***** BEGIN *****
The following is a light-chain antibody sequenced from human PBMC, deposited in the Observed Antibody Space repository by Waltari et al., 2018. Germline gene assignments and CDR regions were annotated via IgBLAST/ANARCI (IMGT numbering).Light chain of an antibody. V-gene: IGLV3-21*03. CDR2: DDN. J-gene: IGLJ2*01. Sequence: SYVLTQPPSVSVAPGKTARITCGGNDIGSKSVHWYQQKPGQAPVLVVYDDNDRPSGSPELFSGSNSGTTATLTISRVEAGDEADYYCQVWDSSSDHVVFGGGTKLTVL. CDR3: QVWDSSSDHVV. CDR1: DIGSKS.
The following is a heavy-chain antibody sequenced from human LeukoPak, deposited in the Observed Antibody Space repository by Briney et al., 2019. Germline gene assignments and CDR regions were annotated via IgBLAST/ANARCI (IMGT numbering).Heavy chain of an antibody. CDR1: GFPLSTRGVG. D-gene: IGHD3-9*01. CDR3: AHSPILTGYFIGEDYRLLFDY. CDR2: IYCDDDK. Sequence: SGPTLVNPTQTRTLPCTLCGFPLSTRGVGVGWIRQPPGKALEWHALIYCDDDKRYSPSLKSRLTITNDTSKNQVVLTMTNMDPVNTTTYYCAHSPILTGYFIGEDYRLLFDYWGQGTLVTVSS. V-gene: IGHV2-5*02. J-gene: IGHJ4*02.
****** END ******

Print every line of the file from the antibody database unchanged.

The following is a light-chain antibody sequenced from human PBMC, deposited in the Observed Antibody Space repository by Waltari et al., 2018. Germline gene assignments and CDR regions were annotated via IgBLAST/ANARCI (IMGT numbering).Light chain of an antibody. V-gene: IGLV3-21*03. CDR2: DDN. J-gene: IGLJ2*01. Sequence: SYVLTQPPSVSVAPGKTARITCGGNDIGSKSVHWYQQKPGQAPVLVVYDDNDRPSGSPELFSGSNSGTTATLTISRVEAGDEADYYCQVWDSSSDHVVFGGGTKLTVL. CDR3: QVWDSSSDHVV. CDR1: DIGSKS.
The following is a heavy-chain antibody sequenced from human LeukoPak, deposited in the Observed Antibody Space repository by Briney et al., 2019. Germline gene assignments and CDR regions were annotated via IgBLAST/ANARCI (IMGT numbering).Heavy chain of an antibody. CDR1: GFPLSTRGVG. D-gene: IGHD3-9*01. CDR3: AHSPILTGYFIGEDYRLLFDY. CDR2: IYCDDDK. Sequence: SGPTLVNPTQTRTLPCTLCGFPLSTRGVGVGWIRQPPGKALEWHALIYCDDDKRYSPSLKSRLTITNDTSKNQVVLTMTNMDPVNTTTYYCAHSPILTGYFIGEDYRLLFDYWGQGTLVTVSS. V-gene: IGHV2-5*02. J-gene: IGHJ4*02.